Voting as addition and subtraction

im-too-young-to-vote-whats-your-excuse-web-version1, Voting as addition and subtraction, World News & Views by John Payton

Every single eligible citizen who is 18 years old on Election Day has the constitutional right to vote. A right that cannot be restricted because of tricks, wealth, property ownership, fiscal judgment, gender, national origin or race.

That’s the law, but:

In Mississippi, state officials tried to hide an important Senate race at the bottom of the ballot rather than place it at the top to make it less likely that voters would find it.

In Alabama, after decades of litigation on the issue, state officials continue to manipulate felon disfranchisement laws because their state’s constitution grants rights that those officials’ personal preferences would lead them to deny.

In Indiana the state’s stringent photo identification rules could decide who claims the state’s electoral votes – and perhaps the presidency.

In Louisiana, election officials are preoccupied with purging those displaced by Hurricane Katrina from the rolls even as they struggle to rebuild.

And while the nation confronts an economic upheaval not seen since the Great Depression – and one driven largely by home foreclosures – the Republican Party chairman in Macomb County, Michigan, unveiled a plan to challenge voters on Election Day based on a foreclosure list. The scheme would have disproportionately denied African Americans the chance to vote.

It’s not yet clear whether or how the issues in Indiana, Alabama and Louisiana will be resolved. In Mississippi, the state’s Supreme Court declared that a U.S. Senate race is a “national election” that must be listed together with the other national races. In Michigan, Macomb County election officials quickly assured homeowners facing foreclosure that they have the right to vote. Homeless people can also vote if they are registered.

These examples prove that today there are still too many who seek to win elections by blocking their opponent’s supporters rather than by mobilizing their own.

Once, those who employed such tactics had the advantage. Disfranchisement was so firmly rooted in our nation that for generations even constitutional amendments were powerless to stop it. But by the 1960s Supreme Court decisions and the Voting Rights Act had banished the poll tax and many other notorious voting tests and devices to history’s dust bin.

While we can’t predict all of the future ruses designed to discourage fellow citizens from voting, we do know it’s imperative for voters to understand their rights before Election Day.

The NAACP Legal Defense and Educational Fund has launched a non-partisan voter education campaign, Prepared to Vote, designed to ensure voter readiness by Nov. 4. Inspired by the Freedom School Model from the Civil Rights Movement, the Prepared to Vote Campaign works with local partners to identify and address voting barriers: voter ID requirements, voter purges, faulty voter rolls, poorly trained elections officials, felon disfranchisement statutes, voter intimidation and suppression tactics, and a host of other potential obstacles. The Prepared to Vote Campaign covers Alabama, Delaware, Indiana, Louisiana, Missouri, Maryland, Mississippi, North Carolina, South Carolina and Texas. For more information, go to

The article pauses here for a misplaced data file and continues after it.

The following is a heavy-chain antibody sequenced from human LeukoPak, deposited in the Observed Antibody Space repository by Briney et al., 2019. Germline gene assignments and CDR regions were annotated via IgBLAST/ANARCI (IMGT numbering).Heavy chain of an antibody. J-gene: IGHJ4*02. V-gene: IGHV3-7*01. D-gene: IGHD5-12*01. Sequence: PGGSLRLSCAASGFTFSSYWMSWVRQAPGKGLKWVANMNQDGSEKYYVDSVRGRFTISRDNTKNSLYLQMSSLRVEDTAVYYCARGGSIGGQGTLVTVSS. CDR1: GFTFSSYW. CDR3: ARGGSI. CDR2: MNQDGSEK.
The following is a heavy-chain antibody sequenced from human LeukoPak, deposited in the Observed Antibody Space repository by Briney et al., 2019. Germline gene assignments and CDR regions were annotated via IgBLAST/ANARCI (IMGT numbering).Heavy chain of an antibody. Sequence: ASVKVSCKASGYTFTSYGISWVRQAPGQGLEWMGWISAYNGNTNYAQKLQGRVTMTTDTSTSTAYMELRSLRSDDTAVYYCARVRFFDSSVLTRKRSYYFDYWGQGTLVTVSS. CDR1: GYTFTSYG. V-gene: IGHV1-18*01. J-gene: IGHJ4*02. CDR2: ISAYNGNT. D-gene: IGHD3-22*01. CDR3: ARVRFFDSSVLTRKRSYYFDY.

Voters should take the following five steps to help ensure their ballots will count on Election Day. First, register to vote before the fast approaching voter registration deadline in your state! And, if you have moved, be sure to update your voter registration record. Second, confirm your registration by calling your local election official. Third, make sure you know exactly where you are scheduled to vote. Polling places change and in some states your vote may not count if it is cast in the wrong polling place. Fourth, know the voter identification rules in your state. Finally, vote early or absentee if you will be unable to vote on Tuesday, Nov. 4.

If you have any problems registering to vote or casting your ballot, contact LDF or call the national election protection network at 866-OUR-VOTE (or 1-866-687-8683). With a record number of voters expected this November, America’s voting procedures must be administered fairly so that every eligible person will be able to cast a vote that counts.

One day we will be beyond unconscionable attempts to shut our own citizens out of our democracy, but for now voters should do their part to make sure that they are prepared to vote on Election Day.

John Payton is president and director-counsel of the NAACP Legal Defense and Educational Fund (LDF), America’s legal counsel on issues of race. LDF encourages students to embark on careers in the public interest through scholarships and internship programs. Learn more at or contact LDF at NAACP Legal Defense and Educational Fund, Inc., 99 Hudson St., Suite 1600, New York, NY 10013, (212) 965-2200.